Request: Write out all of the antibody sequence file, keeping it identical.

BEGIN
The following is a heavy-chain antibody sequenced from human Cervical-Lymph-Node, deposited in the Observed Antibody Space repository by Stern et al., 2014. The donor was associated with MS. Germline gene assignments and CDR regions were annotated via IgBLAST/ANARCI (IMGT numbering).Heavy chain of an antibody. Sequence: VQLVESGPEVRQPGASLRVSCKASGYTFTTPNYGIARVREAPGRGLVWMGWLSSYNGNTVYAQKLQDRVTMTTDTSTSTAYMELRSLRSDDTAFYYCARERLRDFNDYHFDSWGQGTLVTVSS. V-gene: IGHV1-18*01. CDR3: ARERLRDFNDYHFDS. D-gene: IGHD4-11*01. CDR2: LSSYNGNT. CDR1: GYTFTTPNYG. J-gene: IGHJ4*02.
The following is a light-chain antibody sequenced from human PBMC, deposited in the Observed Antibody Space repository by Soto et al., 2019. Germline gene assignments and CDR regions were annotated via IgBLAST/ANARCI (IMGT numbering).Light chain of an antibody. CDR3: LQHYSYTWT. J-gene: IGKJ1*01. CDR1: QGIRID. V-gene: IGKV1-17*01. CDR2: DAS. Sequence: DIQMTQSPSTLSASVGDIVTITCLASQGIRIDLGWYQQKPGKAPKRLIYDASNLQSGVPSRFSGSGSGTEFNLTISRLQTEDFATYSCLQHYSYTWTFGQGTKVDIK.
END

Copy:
The following is a heavy-chain antibody sequenced from human Cervical-Lymph-Node, deposited in the Observed Antibody Space repository by Stern et al., 2014. The donor was associated with MS. Germline gene assignments and CDR regions were annotated via IgBLAST/ANARCI (IMGT numbering).Heavy chain of an antibody. Sequence: VQLVESGPEVRQPGASLRVSCKASGYTFTTPNYGIARVREAPGRGLVWMGWLSSYNGNTVYAQKLQDRVTMTTDTSTSTAYMELRSLRSDDTAFYYCARERLRDFNDYHFDSWGQGTLVTVSS. V-gene: IGHV1-18*01. CDR3: ARERLRDFNDYHFDS. D-gene: IGHD4-11*01. CDR2: LSSYNGNT. CDR1: GYTFTTPNYG. J-gene: IGHJ4*02.
The following is a light-chain antibody sequenced from human PBMC, deposited in the Observed Antibody Space repository by Soto et al., 2019. Germline gene assignments and CDR regions were annotated via IgBLAST/ANARCI (IMGT numbering).Light chain of an antibody. CDR3: LQHYSYTWT. J-gene: IGKJ1*01. CDR1: QGIRID. V-gene: IGKV1-17*01. CDR2: DAS. Sequence: DIQMTQSPSTLSASVGDIVTITCLASQGIRIDLGWYQQKPGKAPKRLIYDASNLQSGVPSRFSGSGSGTEFNLTISRLQTEDFATYSCLQHYSYTWTFGQGTKVDIK.